If the brothers of Prophet Yūsuf did not become jealous of him, they may have not conspired to kill him. Had they not conspired to kill him, they may have not thrown him in the well. Had they not thrown him in the well, he may not have been picked up by the caravan. Had that not happened, he may not have been sold as a slave. Had that not happened, he may not have found his way to Egypt. Had that not happened, he may not have been seduced by the wife of the ruler. Had that not happened, he may not have been thrown into a prison cell. Had that not happened and had his friend not forgotten to put in a good word for him, Prophet Yūsuf’s knowledge of dream interpretation may not have been discovered. Had that not happened, he may not have met the ruler. Had that not happened, he may not have become the treasurer of Egypt. Had that not happened, he may not have been able to rescue Egypt from the famine. He would not have been reunited with his mother, father, and brothers, nor would he have been able to give them refuge at their hour of need.

Indeed, in our eyes, what Prophet Yūsuf experienced in his formative years was the worst of what could happen to a human being, let alone a Prophet. In the Eyes of Allāh, however, the matter was completely different: Prophet Yūsuf’s position of authority was being established. Immediately after Allāh tells us that the Prophet Yūsuf was sold as a slave for a cheap price, He says:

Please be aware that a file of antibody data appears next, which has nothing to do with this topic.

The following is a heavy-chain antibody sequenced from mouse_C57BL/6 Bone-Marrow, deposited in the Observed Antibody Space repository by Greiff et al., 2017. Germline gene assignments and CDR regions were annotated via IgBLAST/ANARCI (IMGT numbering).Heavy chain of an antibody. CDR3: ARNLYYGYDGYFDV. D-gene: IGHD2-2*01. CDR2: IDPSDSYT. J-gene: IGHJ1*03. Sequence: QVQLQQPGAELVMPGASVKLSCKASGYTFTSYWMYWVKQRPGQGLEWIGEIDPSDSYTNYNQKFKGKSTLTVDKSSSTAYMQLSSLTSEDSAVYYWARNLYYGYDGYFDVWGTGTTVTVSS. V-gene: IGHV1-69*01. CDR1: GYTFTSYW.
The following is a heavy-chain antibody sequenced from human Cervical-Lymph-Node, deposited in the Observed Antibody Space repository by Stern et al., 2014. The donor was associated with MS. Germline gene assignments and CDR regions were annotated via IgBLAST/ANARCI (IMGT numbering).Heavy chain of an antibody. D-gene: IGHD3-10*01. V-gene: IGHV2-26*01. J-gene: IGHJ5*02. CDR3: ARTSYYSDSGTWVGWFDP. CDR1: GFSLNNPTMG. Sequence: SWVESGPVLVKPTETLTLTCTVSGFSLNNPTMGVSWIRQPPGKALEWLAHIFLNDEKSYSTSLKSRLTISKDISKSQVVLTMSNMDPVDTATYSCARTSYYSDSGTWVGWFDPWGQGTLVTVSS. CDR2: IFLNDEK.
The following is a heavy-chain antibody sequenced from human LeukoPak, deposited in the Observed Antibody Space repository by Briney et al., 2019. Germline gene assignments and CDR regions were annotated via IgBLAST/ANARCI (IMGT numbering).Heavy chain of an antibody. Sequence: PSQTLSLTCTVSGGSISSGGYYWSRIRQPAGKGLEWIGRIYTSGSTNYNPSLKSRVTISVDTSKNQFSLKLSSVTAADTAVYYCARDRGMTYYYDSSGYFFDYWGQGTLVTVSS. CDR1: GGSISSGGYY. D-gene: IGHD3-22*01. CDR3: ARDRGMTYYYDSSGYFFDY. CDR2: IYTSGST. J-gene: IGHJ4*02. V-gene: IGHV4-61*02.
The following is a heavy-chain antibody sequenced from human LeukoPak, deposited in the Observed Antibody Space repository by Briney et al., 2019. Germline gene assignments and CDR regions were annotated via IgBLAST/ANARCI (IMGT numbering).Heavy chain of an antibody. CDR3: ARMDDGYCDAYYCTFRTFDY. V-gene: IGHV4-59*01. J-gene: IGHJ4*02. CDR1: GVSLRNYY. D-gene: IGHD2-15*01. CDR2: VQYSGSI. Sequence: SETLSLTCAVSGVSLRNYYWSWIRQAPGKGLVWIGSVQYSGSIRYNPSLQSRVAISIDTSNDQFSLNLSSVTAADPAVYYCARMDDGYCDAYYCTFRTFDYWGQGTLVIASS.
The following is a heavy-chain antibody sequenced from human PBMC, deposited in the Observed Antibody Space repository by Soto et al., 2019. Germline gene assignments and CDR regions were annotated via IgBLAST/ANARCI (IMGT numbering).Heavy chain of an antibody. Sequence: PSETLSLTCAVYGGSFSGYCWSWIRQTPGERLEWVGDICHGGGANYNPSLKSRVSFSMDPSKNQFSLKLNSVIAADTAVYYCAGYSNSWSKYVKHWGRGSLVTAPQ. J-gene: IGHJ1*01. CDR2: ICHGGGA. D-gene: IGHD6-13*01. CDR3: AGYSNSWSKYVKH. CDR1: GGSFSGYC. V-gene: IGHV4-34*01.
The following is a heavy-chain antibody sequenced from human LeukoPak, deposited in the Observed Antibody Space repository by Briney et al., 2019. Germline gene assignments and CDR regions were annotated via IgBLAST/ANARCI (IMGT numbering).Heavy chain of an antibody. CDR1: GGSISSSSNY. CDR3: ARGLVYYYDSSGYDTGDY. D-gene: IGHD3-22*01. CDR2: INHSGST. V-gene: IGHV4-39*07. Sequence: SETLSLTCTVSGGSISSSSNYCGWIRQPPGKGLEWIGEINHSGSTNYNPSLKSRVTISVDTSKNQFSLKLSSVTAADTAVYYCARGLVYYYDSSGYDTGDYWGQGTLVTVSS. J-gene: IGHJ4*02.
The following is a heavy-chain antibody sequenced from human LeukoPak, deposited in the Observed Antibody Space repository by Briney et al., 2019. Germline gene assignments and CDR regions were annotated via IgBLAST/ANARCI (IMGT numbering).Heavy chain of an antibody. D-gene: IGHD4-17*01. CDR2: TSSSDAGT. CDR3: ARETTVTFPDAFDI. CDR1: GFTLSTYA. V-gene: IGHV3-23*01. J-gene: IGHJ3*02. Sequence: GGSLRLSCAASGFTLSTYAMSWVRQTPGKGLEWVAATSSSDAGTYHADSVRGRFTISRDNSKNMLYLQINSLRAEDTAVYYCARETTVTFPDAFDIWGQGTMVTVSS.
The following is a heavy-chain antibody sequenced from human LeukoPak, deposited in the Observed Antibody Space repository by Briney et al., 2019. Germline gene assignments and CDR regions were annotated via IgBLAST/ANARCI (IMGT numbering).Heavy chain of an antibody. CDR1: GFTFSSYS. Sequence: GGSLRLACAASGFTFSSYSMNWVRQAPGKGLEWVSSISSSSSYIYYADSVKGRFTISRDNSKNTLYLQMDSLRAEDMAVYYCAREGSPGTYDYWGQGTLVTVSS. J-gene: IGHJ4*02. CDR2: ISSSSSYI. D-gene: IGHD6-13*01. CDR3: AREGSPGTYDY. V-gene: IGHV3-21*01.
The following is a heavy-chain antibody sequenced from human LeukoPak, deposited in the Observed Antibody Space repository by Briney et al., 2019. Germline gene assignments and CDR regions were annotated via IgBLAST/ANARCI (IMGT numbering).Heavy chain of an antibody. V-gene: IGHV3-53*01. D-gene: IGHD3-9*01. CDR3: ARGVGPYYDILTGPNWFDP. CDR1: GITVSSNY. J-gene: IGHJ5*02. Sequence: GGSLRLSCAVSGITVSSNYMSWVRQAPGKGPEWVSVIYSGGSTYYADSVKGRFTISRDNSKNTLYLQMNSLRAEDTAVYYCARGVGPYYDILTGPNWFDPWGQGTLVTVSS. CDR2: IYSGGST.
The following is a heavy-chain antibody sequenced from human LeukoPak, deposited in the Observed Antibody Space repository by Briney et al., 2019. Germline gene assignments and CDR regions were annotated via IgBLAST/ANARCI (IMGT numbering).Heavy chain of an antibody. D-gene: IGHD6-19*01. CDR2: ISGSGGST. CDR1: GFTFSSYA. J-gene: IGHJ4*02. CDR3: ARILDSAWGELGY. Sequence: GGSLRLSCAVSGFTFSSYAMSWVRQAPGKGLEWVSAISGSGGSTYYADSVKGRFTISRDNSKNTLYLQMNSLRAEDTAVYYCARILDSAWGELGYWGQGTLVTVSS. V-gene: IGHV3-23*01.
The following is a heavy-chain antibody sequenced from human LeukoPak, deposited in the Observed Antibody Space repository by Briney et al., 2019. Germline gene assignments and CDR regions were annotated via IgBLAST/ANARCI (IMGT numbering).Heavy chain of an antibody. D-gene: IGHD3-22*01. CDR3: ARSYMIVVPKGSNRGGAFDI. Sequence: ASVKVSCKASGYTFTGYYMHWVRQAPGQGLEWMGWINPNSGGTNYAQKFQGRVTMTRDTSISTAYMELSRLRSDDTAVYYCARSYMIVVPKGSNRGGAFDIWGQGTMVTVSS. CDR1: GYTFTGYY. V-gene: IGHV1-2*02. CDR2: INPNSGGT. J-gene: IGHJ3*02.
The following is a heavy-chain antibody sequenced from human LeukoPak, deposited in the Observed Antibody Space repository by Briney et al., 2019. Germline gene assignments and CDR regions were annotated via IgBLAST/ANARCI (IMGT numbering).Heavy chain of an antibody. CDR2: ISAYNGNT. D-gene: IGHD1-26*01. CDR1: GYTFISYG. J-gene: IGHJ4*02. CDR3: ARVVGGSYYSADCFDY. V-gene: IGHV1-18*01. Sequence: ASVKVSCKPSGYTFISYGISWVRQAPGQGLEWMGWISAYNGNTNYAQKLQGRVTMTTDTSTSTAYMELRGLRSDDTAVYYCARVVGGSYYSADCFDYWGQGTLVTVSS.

وَكَذَلِكَ مَكَّنَّا لِيُوسُفَ فِي الْأَرْضِ

“And thus we established Yūsuf in the land.”[11]

For this reason, Prophet Yūsuf gave a very telling commentary on his experiences towards the end of the story:

وَرَفَعَ أَبَوَيْهِ عَلَى الْعَرْشِ وَخَرُّوا لَهُ سُجَّدًا وَقَالَ يَا أَبَتِ هَذَا تَأْوِيلُ رُؤْيَايَ مِنْ قَبْلُ قَدْ جَعَلَهَا رَبِّي حَقًّا وَقَدْ أَحْسَنَ بِي إِذْ أَخْرَجَنِي مِنَ السِّجْنِ وَجَاءَ بِكُمْ مِنَ الْبَدْوِ مِنْ بَعْدِ أَنْ نَزَغَ الشَّيْطَانُ بَيْنِي وَبَيْنَ إِخْوَتِي إِنَّ رَبِّي لَطِيفٌ لِمَا يَشَاءُ إِنَّهُ هُوَ الْعَلِيمُ الْحَكِيمُ

“He raised his parents upon the throne, and they bowed to him in prostration, and he said, ‘My father, this is the explanation of my previous vision. My Lord has made it reality, and He was certainly good to me when He took me out of prison and brought you [here] from Bedouin life after Satan had sown enmity between me and my brothers. Indeed, my Lord is Latīf (Subtle) to whom He wills. Indeed, it is He who is the Knowing, the Wise.”[12]

All praise be to Allāh for not affording anyone the opportunity to edit the script of the story of Prophet Yūsuf, for a story that is decreed by Al-Latīf will always be fuller, more magnificent in its details, and better in its outcomes.

Your small boat may be able to take you to the edge of an ocean, but it cannot make you sail through it. Similarly, your mind may guide you to the Oneness of Allāh, but never will it be able to fully encompass His wisdom and endless subtleties upon you.

Source: www.islam21c.com

Notes:

[1] Lisān Al-‘Arab

[2] Tahdhīb Al-Lugha

[3] Shifā’ Al-‘Alīl

[4] Tafsīr Al-Sa’di

[5] Al-Qur’ān, 12:100

[6] Al-Qur’ān, 31:16

[7] Al-Qur’ān, 42:19

[8] Al-Qur’ān, 22:63

[9] Al-Qur’ān, 42:19

[10] Al-Qur’ān, 67:14

[11] Al-Qur’ān, 12:21

[12] Al-Qur’ān, 12:100

About Shaikh Ali Hammuda

Shaikh Ali Ihsan Hammuda is a UK national of Palestinian origin. He gained bachelors and masters’ degrees in Architecture & Planning from the University of the West of England, before achieving a BA in Shari'ah from al-Azhar University in Egypt. He is currently based in Wales and is a visiting Imām at Al-Manar Centre in Cardiff, and also a senior researcher and lecturer for the Muslim Research & Development Foundation in London. Ustādh Ali is the author of several books including 'The Daily Revivals' and 'The Ten Lanterns", and continues to deliver sermons, lectures and regular classes across the country.